The Cloud, Day 19: IT Department Included
The Cloud, Day 20: What About Security?
The Cloud, Day 21: My Data Might Be Safer in the Cloud
The Cloud, Day 22: In and Out of the Cloud
The Cloud, Day 23: Wherever You Go, There It Is
The Cloud, Day 24: Backing Up Your Cloud
The Cloud, Day 25: The Cloud Is Becoming Mandatory
The Cloud, Day 26: Too Much Cloud Can Be a Bad Thing
The Cloud, Day 27: All the Rest of the Cloud
The Cloud, Day 28: My Five Biggest Cloud Complaints
The Cloud, Day 29: Five Things I Like Most About the Cloud.
The Cloud, Day 30: Forecast--Increasingly Cloudy

Saturday, 23 February 2013

Next Generation Job Training And Green Jobs

een Jobs, Energy Jobs, High Tech Jobs, Manufacturing Jobs, and new Job Training are all combined in the JOBS category at the top of the Obama Administration’s list of priorities for economic recovery. President Obama spoke at the February 12, 2013 State of the Union Address extensively about the need for new job creation and U.S. manufacturing in the context of clean technology.

The American Campus Efficiency Prize “ACE Prize” ( may have found a sponsor that brings this range of jobs together. Independence LED, is a U.S. Manufacturer of LED tube products that save 50% of the energy over traditional fluorescent tubes. They have committed up to $10 Million in Scholarships for the A.C.E. Prize initiative. The amount of money is less core to this green job creation path than the innovation of the joint academic and business initiative to provide “Learn and Earn” benefits.

“Independence LED has already seen the value come in several ways. We have recently identified two of the students in the program that exhibited particularly high potential, and they are now trained in lighting energy auditing and on Return on Investment (ROI) Savings Report software. So, we are relocating them to Greater Philadelphia to join us this summer…” – Charlie Szoradi – Chairman, Independence LED. See the full quote, here:

Independence LED believes that the next generation of their green job employees are the students that are currently enrolled in college and about to graduate. The LED tube company has started to mentor students to create what they call a “career launch pad” with practical business experience as a compliment to the students’ academic work. Independence LED then provides the scholarships as retrofit projects unfold on the students’ own campuses.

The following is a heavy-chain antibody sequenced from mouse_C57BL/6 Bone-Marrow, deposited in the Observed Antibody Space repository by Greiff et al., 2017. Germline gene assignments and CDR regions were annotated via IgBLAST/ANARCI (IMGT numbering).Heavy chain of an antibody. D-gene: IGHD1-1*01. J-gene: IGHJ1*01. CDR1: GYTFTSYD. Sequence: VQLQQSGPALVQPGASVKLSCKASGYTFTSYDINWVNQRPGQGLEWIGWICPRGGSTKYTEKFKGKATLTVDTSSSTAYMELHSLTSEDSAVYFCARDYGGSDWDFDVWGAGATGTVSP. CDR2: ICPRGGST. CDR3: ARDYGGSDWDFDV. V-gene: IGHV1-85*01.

The Multi-Win Benefits:

1. Students benefit with knowledge and financial support.
2. Schools benefit with reduced operating costs on their lighting.
3. Independence LED benefits with a larger pool of prospective employees and installations at schools across the country.
4. America benefits with more U.S. manufactured products, an “energy-smart” trained workforce, and overall energy footprint reduction.
5. The planet benefits with reduced C02 emissions from major colleges and universities, since the LED tubes reduce 1.3 lbs of C02 for every annual kilowatt hour (kWh) saved.

Academic institutions across America face economic challenges in the same way that businesses and government agencies face budget challenges. Energy reduction is one powerful way to control the rising operating costs of education. Many schools seek federal and/or state support funding for energy retrofits. For schools that choose to retrofit with an LED tube system, as of November 30th 2012, Energy Efficiency and Renewable Energy (EERE) Funded projects through the American Recovery and Reinvestment Act (ARRA) now require that each U.S. Made LED tube complies with the "Buy American" Standards.

This idea of energy or clean-tech job creation through building retrofits has been embraced since the initial Obama 2008 campaign and also specifically at the end of 2011 by the Obama Administration. The White House Office of the Press Secretary release on December 02, 2011:

Memorandum for the Heads of Executive Departments and Agencies

SUBJECT: Implementation of Energy Savings Projects and Performance-Based Contracting for Energy Savings

“The Federal Government owns and operates nearly 3 billion square feet of Federal building space. Upgrading the energy performance of buildings is one of the fastest and most effective ways to reduce energy costs, cut pollution, and create jobs in the construction and energy sectors. We have a responsibility to lead by example, reduce our energy use, and operate our buildings efficiently.” – President Obama. Source: